D couldn’t do it alone and America couldn’t be American without the Germans, Africans and other groups of people who have blended—who have fused—their lives, rhythms, beliefs, foods, fashions and stories to make us who we are. I can’t help but to pair, or fuse, this book with this German Music Chart. The day I accessed the chart, it was filled with songs from the US, UK, Germany and Sweden. Even within each song we can find elements of fusion with Madonna, the American living in England; Rea Garvey an Irish singer who plays guitar for the German group Reamonn. “Ai Se Eu Te Pego”/Ah When I Get My Hands On You is sung in Portuguese by Brazilian singer Michel Teló.

 

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“Ai Se Eu Te Pego” Michel Teló

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“She Doesn’t Mind” Sean Paul

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“Somebody That I Used To Know” Gotye Feat. Kimbra

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“Heart Skips A Beat” Olly Murs Feat. Rizzle Kicks

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“Himmel Auf” Silbermond

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“Jar Of Hearts” Christina Perri

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“Video Games” Lana Del Rey

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“Give Me All Your Luvin'” Madonna Feat. Nicki Minaj & M.I.A.

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“Levels” Avicii

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“Anti Hero” Marlon Roudette

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“Troublemaker” Taio Cruz

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“Don’t Gimme That” The BossHoss

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“Hangover” Taio Cruz Feat. Flo Rida

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“Bück Dich Hoch” Deichkind

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“Ma Cherie” DJ Antoine Feat. The Beat Shaker

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“Wildes Ding” Culcha Candela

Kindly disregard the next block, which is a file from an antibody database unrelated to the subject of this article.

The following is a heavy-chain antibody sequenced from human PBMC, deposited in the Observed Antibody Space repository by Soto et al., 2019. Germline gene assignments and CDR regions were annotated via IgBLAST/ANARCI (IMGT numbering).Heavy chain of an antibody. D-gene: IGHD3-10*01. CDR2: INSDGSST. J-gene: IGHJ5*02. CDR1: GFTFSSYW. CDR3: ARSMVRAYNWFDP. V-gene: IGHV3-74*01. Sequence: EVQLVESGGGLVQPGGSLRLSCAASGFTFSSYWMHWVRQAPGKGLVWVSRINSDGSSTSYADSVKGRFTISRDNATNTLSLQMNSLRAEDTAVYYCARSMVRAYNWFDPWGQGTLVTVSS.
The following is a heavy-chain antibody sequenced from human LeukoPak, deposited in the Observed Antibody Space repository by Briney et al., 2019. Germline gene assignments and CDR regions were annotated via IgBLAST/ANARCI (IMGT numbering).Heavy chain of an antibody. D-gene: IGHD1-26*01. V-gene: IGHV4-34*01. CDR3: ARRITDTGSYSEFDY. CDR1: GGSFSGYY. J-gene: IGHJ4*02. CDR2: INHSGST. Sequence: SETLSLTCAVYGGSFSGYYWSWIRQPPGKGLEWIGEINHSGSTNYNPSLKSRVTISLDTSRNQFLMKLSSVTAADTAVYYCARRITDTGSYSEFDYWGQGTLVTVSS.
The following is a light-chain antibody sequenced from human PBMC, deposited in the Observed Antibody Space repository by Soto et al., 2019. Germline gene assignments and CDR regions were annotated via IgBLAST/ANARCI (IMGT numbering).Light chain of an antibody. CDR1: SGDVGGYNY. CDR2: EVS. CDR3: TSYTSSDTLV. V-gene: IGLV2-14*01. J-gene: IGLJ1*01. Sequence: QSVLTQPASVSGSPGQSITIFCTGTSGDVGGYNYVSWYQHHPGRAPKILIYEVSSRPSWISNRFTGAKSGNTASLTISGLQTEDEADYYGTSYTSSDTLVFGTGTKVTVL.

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“Young, Wild & Free (Feat. Wiz Khalifa &, Bruno Mars)” Snoop Dogg

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“Good Feeling” Flo Rida

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“Someone Like You” Adele

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“Colour Me In” Rea Garvey

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Ask readers what songs from what countries, remind them of characters, emotions and situations in the book.

I must disclose that I reviewed a copy of the book that I received from Zetta Elliott who is also a friend. It’s hard reading a book by a friend. You know so much about the story while it is developing, you know how important the book is to the author and you want it to be good. Zetta didn’t let me down with Ship of Souls, she doesn’t let any of us down with this one. Ship of Souls recently received a starred review from Booklist.

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Getting Ready for the Read-In

Monday, we’ll begin discussing Ninth Ward by Jewell Parker Rhodes. I hope you’re going to join us!!

Have you looked closely at the amazing cover of this book?

Shino Arihara design this cover which hints of the magical aspect of the story. We can’t see much in the young girl’s face other than her determination and what about that flower umbrella?

In describing how she came to write the book, Rhodes says the following on her blog.

My own family had experienced the 1994 Northridge Earthquake; my children were five and three. My three year old stopped speaking; my five year old, kept hiding. For a week, my husband, children, and two dogs all lived on our “big bed” in a broken house without utilities. But we were all safe, and we were all together – I couldn’t imagine the trauma of dislocation and death Katrina caused to Louisiana families.